In Hackensack, New Jersey, another Episcopal church asked for a conservative bishop to oversee its spiritual life. In a letter from the leadership of St. Anthony of Padua Episcopal Church to liberal Bishop John Croneberger in Newark, the reason cited for the request was ECUSA's acceptance of homosexuality.

"Many homosexual clergy are living with their same sex partners on parish property. Blessing of same-sex partners has been common for many years," the letter said. "This trend culminated in your consent to the elections of  V. Gene Robinson as ecclesiastical authority in the Diocese of New Hampshire."

Voting with Their Pocketbooks

Donations to ECUSA tumbled in the aftermath of the General Convention. The denomination's executive council was told that revenues were down more than $3 million following the controversy -- representing 6 percent of the ECUSA's expected revenue this year, according to CitizenLink.

The AAC also said dioceses in Missouri, Colorado, Tennessee, North Carolina, New York and Virginia have reported a 10 percent to 30 percent drop in giving since last summer.

"While spokesmen for ECUSA claim the shortfall is a result of economic conditions, churches and dioceses across the nation report they are experiencing lowered giving and/or redirecting funds as a direct response to decisions at General Conference," said a press release from AAC.

AAC spokesman Bruce Mason said last year his group accurately predicted that many dioceses would cut back on their pledges to the national church if Robinson was approved. He believes the financial impact will be much greater than the Episcopal Church is reporting right now.

He said some ECUSA members don't want their money being used "to support a structure that they believe is no longer upholding the historic teachings of the Christian Church and of the Bible."

While some conservatives in the U.S. are refusing to give to the ECUSA, some conservatives outside the U.S. are refusing to take. In April the leaders of the Council of Anglican Provinces in Africa (CAPA) declared that they would no longer accept donations from ECUSA churches or dioceses.

"We do not want any money from the Episcopal Church of the United States," the African bishops said in a statement. "This is not rhetoric. We will not, on the altar of money, mortgage our conscience, mortgage our faith, mortgage our salvation."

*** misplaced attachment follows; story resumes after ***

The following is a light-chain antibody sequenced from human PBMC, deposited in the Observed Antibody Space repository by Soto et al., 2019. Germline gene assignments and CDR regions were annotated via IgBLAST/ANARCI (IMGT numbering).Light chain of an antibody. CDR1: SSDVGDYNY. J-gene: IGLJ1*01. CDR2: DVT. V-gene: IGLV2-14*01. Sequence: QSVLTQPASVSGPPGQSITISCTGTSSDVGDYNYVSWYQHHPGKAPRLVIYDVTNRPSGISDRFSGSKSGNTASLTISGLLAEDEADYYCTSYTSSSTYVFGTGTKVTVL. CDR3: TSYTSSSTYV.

CAPA represents a spreading sentiment within the worldwide Anglican community of some 77 million adherents. Especially among the leaders in nations throughout Africa, Asia and Latin America -- who oversee 50 million Anglicans -- a number of bishops have formally cut ties with the U.S. church, while many have publicly denounced the ECUSA's consecration of Robinson.

Also in April, CAPA requested that the worldwide Anglican leadership "call ECUSA to repentance giving it a three-month period to show signs of such repentance. Failing that, discipline should be applied."

Trouble Brewing in ELCA

As if encouraged by fellow radicals in the ECUSA, some segments of the Evangelical Lutheran Church of America (ELCA), the fifth-largest Protestant denomination in the U.S., are also turning their back on orthodoxy.

Three ELCA congregations -- two in California and one in Minnesota -- thumbed their noses at church law and appointed homosexual pastors. ELCA law allows homosexual men and women to serve as ministers if they remain celibate, but the pastors appointed in April are sexually active, according to Gay.com, an Internet news site that caters to the homosexual community.

The defiance by the three congregations is not really surprising, since ELCA has been drifting steadily leftward for some time, even while conservatives fight to hold the line. The Los Angeles Times noted that 10 years ago ELCA leadership expelled two churches in San Francisco after they appointed non-celibate homosexual pastors. However, subsequent defiance by more than a dozen ELCA churches has been ignored.

The rebellion within ELCA is being applauded by those who support the normalization of homosexuality within Christianity. The Rev. Paul Egertson, a former ELCA bishop who participated in one of the recent "gay" minister appointment services in California, told the Los Angeles Times that such actions eventually would carry the day for activists.

"These are all the breaks in a very fragile dam that looks awfully solid but actually, in my view, is going to just either be taken down by deliberate courageous action by church bodies," he said, "or it's going to leak and leak and leak until it's more a sieve than a dam -- and finally go away."

The tragedy is that the sound of dams breaking can be heard in a number of other denominations as well.



Ed Vitagliano, a regular contributor to AgapePress, is news editor for AFA Journal, a monthly publication of the American Family Association.  This article appeared in the June 2004 issue.

Network of Anglican Communion Dioceses and Parishes (www.anglicancommunionnetwork.org